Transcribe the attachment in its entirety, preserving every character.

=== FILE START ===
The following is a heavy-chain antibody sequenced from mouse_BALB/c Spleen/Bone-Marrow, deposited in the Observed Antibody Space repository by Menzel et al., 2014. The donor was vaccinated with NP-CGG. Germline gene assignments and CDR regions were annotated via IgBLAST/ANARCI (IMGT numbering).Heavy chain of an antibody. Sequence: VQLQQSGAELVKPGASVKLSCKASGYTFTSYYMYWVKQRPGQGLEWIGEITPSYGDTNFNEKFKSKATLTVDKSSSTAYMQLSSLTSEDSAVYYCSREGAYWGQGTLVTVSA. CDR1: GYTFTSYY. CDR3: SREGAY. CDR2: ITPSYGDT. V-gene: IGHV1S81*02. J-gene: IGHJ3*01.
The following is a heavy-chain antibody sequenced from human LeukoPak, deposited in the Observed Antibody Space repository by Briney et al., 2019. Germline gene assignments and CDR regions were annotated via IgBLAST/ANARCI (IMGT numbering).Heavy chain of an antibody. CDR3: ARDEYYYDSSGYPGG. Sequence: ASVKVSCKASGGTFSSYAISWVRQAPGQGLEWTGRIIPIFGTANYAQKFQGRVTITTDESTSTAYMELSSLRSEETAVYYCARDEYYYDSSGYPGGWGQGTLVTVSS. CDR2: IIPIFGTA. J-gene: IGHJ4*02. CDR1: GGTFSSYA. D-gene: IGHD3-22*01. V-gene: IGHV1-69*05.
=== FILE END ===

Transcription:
The following is a heavy-chain antibody sequenced from mouse_BALB/c Spleen/Bone-Marrow, deposited in the Observed Antibody Space repository by Menzel et al., 2014. The donor was vaccinated with NP-CGG. Germline gene assignments and CDR regions were annotated via IgBLAST/ANARCI (IMGT numbering).Heavy chain of an antibody. Sequence: VQLQQSGAELVKPGASVKLSCKASGYTFTSYYMYWVKQRPGQGLEWIGEITPSYGDTNFNEKFKSKATLTVDKSSSTAYMQLSSLTSEDSAVYYCSREGAYWGQGTLVTVSA. CDR1: GYTFTSYY. CDR3: SREGAY. CDR2: ITPSYGDT. V-gene: IGHV1S81*02. J-gene: IGHJ3*01.
The following is a heavy-chain antibody sequenced from human LeukoPak, deposited in the Observed Antibody Space repository by Briney et al., 2019. Germline gene assignments and CDR regions were annotated via IgBLAST/ANARCI (IMGT numbering).Heavy chain of an antibody. CDR3: ARDEYYYDSSGYPGG. Sequence: ASVKVSCKASGGTFSSYAISWVRQAPGQGLEWTGRIIPIFGTANYAQKFQGRVTITTDESTSTAYMELSSLRSEETAVYYCARDEYYYDSSGYPGGWGQGTLVTVSS. CDR2: IIPIFGTA. J-gene: IGHJ4*02. CDR1: GGTFSSYA. D-gene: IGHD3-22*01. V-gene: IGHV1-69*05.